In terms of monetization, some challenges hyper-casual games face are around LTV and CPI. According to Tenjin who spoke at our ChinaJoy seminar, hyper-casual LTV is 5 times lower than other genres. In terms of CPI, hyper-casuals tend to be lower than other game types but their mass adoption over the last year and a half has increased CPIs across most of the major markets across the world. The only exception to that is China, but we’ll get to that in a bit.
China’s growing appetite for hyper-casual games
There are plenty of opportunities left and the market is still showing very high levels of growth. One such notable example is China, home to the largest mobile population in the world. With most of the other markets seeing increased CPIs year-on-year, China is the only major market to see the opposite.
Hyper-casual developers should look East for growth and better ROI.
Source: Tenjin @ Hyper-casual Games in East and West Seminar,
Not only that but if we look at ad-based monetization, which is the main way hyper-casual games generate revenue, we see that the Chinese market is again outperforming Tier 1 markets in terms of eCPM. For a market that has a massive user base, lower CPI and strong eCPM, it’s hard to deny that China is not an attractive destination for developers. According to Tenjin, it is expected that the Chinese hyper-casual market to become one of the top 3 countries for launching global titles in 2020.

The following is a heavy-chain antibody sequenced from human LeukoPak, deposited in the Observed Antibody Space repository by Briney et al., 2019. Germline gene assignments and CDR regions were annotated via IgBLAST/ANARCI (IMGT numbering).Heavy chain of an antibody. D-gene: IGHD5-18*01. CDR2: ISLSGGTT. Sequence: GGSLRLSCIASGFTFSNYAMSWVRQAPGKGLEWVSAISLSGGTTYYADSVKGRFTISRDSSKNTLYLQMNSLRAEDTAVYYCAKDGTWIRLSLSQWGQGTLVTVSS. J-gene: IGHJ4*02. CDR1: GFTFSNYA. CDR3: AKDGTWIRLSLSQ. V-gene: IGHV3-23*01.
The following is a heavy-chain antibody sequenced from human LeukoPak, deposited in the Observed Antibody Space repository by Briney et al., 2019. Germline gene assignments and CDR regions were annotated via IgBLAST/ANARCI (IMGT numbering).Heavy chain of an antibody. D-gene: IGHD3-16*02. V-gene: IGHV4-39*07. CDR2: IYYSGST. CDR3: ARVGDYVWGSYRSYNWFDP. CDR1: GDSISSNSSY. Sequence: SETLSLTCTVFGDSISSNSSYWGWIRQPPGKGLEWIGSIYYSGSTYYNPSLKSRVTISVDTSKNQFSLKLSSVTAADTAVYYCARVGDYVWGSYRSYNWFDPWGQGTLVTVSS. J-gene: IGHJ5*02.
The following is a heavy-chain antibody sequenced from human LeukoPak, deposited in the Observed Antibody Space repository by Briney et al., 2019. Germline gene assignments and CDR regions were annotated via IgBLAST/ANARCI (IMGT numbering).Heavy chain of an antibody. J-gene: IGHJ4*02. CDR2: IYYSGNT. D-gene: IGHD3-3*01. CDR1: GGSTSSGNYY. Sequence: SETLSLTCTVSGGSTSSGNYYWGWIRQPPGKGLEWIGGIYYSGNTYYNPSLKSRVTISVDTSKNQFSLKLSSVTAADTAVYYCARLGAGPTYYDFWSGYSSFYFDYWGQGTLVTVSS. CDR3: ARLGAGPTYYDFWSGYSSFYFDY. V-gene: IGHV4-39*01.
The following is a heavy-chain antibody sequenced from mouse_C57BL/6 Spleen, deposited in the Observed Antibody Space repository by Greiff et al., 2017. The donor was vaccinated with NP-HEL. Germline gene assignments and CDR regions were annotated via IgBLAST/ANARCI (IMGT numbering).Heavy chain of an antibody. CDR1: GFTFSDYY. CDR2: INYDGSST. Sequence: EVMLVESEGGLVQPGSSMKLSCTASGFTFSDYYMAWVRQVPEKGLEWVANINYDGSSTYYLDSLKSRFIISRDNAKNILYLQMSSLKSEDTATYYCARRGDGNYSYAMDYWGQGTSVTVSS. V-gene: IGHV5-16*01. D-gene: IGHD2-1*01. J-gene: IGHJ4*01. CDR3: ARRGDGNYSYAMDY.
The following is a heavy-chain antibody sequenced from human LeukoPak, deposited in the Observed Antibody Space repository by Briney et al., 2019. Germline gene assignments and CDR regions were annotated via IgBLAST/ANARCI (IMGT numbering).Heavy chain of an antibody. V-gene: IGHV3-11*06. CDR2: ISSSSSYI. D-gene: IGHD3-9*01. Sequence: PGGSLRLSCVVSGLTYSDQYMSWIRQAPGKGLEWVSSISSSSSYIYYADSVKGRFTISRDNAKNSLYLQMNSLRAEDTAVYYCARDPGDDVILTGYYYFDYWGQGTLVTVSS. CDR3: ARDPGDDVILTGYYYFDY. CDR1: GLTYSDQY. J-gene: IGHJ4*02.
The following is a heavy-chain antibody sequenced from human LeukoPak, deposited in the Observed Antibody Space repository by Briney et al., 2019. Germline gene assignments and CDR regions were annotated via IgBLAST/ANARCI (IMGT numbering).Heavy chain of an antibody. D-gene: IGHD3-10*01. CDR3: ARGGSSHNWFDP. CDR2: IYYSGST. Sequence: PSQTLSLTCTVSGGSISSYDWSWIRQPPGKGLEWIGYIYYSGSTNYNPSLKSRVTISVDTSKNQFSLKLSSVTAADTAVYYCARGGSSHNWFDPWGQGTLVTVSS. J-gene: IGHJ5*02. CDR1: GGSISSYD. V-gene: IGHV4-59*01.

Source: Tenjin @ Hyper-casual Games in East and West Seminar,
Win the race to relevance with better ad creatives
We mentioned above how one of the challenges that the hyper-casual market is facing is the homogeneity – a lot of games are starting to look similar to the point where it’s hard for developers to make their product stand out. But if you combine this issue with the hyper-casual market’s propensity for ad-based monetization, there’s a way to hit two birds with one stone: get better ad creatives.
According to Stella Zhu, Creative Director at Mindworks, creative content is something that has to adapt constantly through continuous innovation and iteration, but human needs and desires are relatively stable. She highlighted 3 key strategic points to look at first:
- Find your game’s selling points: what are some core gameplay features you can highlight?
- Know your target audience: the more you know about your potential players, the easier it will be to target them with the right creatives, both in terms of type and content
- Keep consistency between ad creative and your game: the content of the ad creatives needs to match with the game itself, otherwise you risk creating a negative user experience and will suffer from poor conversion rates
We mentioned how human needs and desires tend to stay the same, regardless of how technology evolves – use this to your advantage. There are many psychological hooks that can make the difference between good and great ad creatives: